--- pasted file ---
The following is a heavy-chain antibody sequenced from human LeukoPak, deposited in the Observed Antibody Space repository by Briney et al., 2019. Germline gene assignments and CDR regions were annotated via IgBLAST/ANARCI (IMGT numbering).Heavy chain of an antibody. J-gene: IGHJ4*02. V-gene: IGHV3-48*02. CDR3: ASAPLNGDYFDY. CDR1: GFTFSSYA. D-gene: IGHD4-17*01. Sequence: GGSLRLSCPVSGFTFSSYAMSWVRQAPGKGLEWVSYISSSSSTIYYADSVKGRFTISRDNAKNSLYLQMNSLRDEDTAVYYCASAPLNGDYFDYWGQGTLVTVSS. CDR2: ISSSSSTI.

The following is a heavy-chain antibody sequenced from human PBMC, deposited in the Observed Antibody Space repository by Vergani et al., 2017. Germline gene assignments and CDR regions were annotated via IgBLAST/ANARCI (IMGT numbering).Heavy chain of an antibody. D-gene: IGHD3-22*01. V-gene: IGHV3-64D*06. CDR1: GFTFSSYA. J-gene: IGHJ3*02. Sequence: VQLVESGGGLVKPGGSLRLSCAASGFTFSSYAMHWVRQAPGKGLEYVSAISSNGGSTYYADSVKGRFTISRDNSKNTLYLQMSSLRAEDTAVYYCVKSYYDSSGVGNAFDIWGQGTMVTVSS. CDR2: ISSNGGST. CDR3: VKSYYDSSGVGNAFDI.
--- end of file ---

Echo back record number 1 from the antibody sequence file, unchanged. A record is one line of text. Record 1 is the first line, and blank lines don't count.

The following is a heavy-chain antibody sequenced from human LeukoPak, deposited in the Observed Antibody Space repository by Briney et al., 2019. Germline gene assignments and CDR regions were annotated via IgBLAST/ANARCI (IMGT numbering).Heavy chain of an antibody. J-gene: IGHJ4*02. V-gene: IGHV3-48*02. CDR3: ASAPLNGDYFDY. CDR1: GFTFSSYA. D-gene: IGHD4-17*01. Sequence: GGSLRLSCPVSGFTFSSYAMSWVRQAPGKGLEWVSYISSSSSTIYYADSVKGRFTISRDNAKNSLYLQMNSLRDEDTAVYYCASAPLNGDYFDYWGQGTLVTVSS. CDR2: ISSSSSTI.